News & Views

How To Pitch: Sharon Boorstin, Los Angeles Times

Journalist looks at California landscapes

Sharon Boorstin, travel journalist, frequently covers locations like this, in Fort Bragg, NC.

Sharon Boorstin is a contributing travel writer for the Los Angeles Times, particularly “Weekend Escapes,” and 85 South, an Atlanta area publication. She is also the author of Let Us Eat Cake: Adventures in Food and Friendship. We caught up with Sharon to talk about what she looks for in a pitch and how travel publicists can better work with her and her colleagues at the Los Angeles Times

What elements influence whether or not you read a PR pitch?

The subject line is all important! It has to catch my eye, be to the point. If it’s about a place I’d like to visit for “Weekend Escapes,” I’ll read it. If there’s something new about the place — even if I hadn’t thought it would work for “Weekend Escapes,” I’ll take a look. “New” is important in a newspaper travel piece.

When a publicist pitches you a travel-related story idea, what three things should she or he consider before contacting you?

  • Will it work for a Los Angeles Times “Weekend Escape”?
  • Do some research online and see if your property/destination has been covered in the LA Times in the past three years. If it has, unless there is something new there, they won’t be interested.
  • Can you easily get there in a short time from Los Angeles? “Weekend Escape” destinations sometimes include Hawaii, and a few have been in Mexico, but most are in California, Arizona, Nevada, Oregon, Washington, sometimes Idaho, CO, NM.
  • Super luxury is inappropriate for the Los Angeles Times (it’s a daily paper, not Conde Nast Traveler). However, if there is something new or compelling that makes it worth a splurge, I can maybe make a case for it with the editor.

What is your pet peeve when being pitched and/or working with PR professionals?

I don’t like getting pitches for places and things that obviously would not work for a Los Angeles Times travel piece:  beer, fashion, a restaurant in New York, a luxury hotel in India. And as with the Los Angeles Times, if any outlet I write for doesn’t allow press trips, I must and do respect that.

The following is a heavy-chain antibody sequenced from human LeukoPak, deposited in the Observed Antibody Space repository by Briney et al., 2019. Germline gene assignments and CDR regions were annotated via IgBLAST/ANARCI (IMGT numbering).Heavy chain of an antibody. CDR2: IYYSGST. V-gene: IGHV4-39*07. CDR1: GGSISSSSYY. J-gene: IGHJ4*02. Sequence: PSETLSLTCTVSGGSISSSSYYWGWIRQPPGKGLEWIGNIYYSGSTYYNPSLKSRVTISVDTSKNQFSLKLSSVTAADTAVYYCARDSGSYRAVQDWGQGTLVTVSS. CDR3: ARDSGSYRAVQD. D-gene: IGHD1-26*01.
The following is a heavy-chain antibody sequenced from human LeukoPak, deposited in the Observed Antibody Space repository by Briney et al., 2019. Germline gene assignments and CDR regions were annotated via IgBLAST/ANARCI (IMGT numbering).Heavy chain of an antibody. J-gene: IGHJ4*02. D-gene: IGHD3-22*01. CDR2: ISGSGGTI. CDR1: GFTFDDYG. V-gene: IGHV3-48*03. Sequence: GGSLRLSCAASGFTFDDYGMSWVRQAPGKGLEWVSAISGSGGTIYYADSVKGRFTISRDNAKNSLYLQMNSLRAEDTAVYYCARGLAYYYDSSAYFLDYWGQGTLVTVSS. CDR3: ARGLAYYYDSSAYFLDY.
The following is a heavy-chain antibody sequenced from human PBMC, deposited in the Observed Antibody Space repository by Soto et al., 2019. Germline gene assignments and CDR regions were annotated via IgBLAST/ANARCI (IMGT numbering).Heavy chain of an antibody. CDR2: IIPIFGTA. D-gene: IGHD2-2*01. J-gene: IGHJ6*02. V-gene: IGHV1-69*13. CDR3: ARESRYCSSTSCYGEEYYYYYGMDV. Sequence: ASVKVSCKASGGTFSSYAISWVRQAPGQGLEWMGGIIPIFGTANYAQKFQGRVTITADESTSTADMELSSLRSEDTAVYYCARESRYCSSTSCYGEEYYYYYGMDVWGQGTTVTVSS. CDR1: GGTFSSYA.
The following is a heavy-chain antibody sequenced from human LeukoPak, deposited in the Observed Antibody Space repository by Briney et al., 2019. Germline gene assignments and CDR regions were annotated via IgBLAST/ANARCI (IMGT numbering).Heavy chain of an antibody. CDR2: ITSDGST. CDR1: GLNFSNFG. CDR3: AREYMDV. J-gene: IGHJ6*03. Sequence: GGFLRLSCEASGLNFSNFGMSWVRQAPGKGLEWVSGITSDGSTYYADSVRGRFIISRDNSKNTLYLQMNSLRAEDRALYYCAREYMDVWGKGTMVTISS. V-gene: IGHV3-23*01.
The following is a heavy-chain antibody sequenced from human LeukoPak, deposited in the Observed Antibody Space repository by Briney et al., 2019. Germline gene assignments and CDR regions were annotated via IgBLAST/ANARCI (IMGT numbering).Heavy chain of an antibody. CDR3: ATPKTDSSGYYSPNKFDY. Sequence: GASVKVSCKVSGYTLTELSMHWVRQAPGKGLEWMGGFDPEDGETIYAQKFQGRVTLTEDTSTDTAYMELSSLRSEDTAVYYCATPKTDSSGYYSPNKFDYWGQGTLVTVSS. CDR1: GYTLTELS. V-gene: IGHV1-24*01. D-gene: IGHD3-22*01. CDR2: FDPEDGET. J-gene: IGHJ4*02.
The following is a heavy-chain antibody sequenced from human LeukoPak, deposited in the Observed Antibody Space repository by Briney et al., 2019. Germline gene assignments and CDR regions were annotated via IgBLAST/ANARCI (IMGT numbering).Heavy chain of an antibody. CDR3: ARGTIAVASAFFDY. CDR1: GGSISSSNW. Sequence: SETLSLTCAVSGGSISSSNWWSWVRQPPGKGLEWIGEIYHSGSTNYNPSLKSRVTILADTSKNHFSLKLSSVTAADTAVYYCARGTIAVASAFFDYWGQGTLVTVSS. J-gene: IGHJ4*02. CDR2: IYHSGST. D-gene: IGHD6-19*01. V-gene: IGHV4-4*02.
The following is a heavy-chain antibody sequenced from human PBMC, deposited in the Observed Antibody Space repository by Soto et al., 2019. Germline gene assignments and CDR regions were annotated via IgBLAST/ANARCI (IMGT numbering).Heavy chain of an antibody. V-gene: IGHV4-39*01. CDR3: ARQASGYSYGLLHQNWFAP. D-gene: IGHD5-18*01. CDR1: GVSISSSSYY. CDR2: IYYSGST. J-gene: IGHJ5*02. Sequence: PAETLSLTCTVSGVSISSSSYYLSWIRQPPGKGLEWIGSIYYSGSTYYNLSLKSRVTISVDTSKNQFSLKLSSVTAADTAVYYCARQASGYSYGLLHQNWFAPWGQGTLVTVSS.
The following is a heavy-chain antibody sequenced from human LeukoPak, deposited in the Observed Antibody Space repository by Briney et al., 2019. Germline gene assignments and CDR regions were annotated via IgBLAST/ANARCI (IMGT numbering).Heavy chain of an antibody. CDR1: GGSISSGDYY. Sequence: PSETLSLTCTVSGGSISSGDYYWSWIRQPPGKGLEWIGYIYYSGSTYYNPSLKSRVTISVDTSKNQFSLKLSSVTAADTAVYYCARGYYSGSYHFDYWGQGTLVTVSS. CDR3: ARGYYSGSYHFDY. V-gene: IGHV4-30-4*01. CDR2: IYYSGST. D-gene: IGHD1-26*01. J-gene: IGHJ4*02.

What type of story ideas pique the interest of your readers?

For the Los Angeles Times, hotels/places/destinations that are within an easy drive or short flight from Los Angeles, and not more than $500 a night

Should PR professionals be incorporating social media-ready content in their pitches for you? What role does social media play in sourcing story ideas for you?

Not necessary for my stories, but I like a pitch to include links to websites, menus, brochures, etc. for my research.

What has been your favorite place to travel for a work or personal trip, and where are you most looking forward to visiting next?

This is a difficult question! I have been all over the world and I have loved just about every place I have ever traveled. I’m not interested in taking a vacation. To me, the joy of travel is learning about a new culture, the history of the destination, seeing art, enjoying local food and wine, meeting new people. I also am wild about wildlife, and will go anywhere to see animals in the wild — or a sanctuary.  I will consider a beach trip if there is snorkeling (love seeing tropical fish) or safe open-water (no big ocean waves.) And if there is more to the destination than the beach and nightlife. Oh, and I will go anywhere that offers horseback riding, a favorite thrill of mine since I was eight years old.

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